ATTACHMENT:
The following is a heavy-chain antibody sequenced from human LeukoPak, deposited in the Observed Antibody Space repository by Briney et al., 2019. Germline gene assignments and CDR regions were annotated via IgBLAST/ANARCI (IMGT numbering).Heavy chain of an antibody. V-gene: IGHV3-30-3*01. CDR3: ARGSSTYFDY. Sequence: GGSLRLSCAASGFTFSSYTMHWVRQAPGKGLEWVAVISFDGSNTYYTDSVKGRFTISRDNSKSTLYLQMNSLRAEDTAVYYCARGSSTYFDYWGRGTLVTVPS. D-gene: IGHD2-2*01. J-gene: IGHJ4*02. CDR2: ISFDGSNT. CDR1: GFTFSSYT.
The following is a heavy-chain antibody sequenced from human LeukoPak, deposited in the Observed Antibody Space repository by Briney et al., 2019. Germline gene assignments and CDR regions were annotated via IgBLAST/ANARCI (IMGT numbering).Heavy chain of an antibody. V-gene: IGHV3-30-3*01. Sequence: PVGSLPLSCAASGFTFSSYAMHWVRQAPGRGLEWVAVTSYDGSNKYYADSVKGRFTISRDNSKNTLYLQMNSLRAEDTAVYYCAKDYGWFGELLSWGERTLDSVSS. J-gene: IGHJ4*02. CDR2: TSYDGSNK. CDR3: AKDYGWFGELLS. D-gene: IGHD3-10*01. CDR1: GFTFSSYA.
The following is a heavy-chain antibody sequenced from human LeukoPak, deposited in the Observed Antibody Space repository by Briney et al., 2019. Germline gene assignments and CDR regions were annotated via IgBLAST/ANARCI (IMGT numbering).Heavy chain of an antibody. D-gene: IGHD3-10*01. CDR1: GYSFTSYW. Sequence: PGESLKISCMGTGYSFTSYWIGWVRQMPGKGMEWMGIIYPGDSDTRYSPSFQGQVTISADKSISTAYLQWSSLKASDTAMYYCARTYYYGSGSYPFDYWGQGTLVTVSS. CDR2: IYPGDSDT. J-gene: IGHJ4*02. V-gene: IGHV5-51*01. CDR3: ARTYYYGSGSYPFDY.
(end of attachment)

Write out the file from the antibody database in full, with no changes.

The following is a heavy-chain antibody sequenced from human LeukoPak, deposited in the Observed Antibody Space repository by Briney et al., 2019. Germline gene assignments and CDR regions were annotated via IgBLAST/ANARCI (IMGT numbering).Heavy chain of an antibody. V-gene: IGHV3-30-3*01. CDR3: ARGSSTYFDY. Sequence: GGSLRLSCAASGFTFSSYTMHWVRQAPGKGLEWVAVISFDGSNTYYTDSVKGRFTISRDNSKSTLYLQMNSLRAEDTAVYYCARGSSTYFDYWGRGTLVTVPS. D-gene: IGHD2-2*01. J-gene: IGHJ4*02. CDR2: ISFDGSNT. CDR1: GFTFSSYT.
The following is a heavy-chain antibody sequenced from human LeukoPak, deposited in the Observed Antibody Space repository by Briney et al., 2019. Germline gene assignments and CDR regions were annotated via IgBLAST/ANARCI (IMGT numbering).Heavy chain of an antibody. V-gene: IGHV3-30-3*01. Sequence: PVGSLPLSCAASGFTFSSYAMHWVRQAPGRGLEWVAVTSYDGSNKYYADSVKGRFTISRDNSKNTLYLQMNSLRAEDTAVYYCAKDYGWFGELLSWGERTLDSVSS. J-gene: IGHJ4*02. CDR2: TSYDGSNK. CDR3: AKDYGWFGELLS. D-gene: IGHD3-10*01. CDR1: GFTFSSYA.
The following is a heavy-chain antibody sequenced from human LeukoPak, deposited in the Observed Antibody Space repository by Briney et al., 2019. Germline gene assignments and CDR regions were annotated via IgBLAST/ANARCI (IMGT numbering).Heavy chain of an antibody. D-gene: IGHD3-10*01. CDR1: GYSFTSYW. Sequence: PGESLKISCMGTGYSFTSYWIGWVRQMPGKGMEWMGIIYPGDSDTRYSPSFQGQVTISADKSISTAYLQWSSLKASDTAMYYCARTYYYGSGSYPFDYWGQGTLVTVSS. CDR2: IYPGDSDT. J-gene: IGHJ4*02. V-gene: IGHV5-51*01. CDR3: ARTYYYGSGSYPFDY.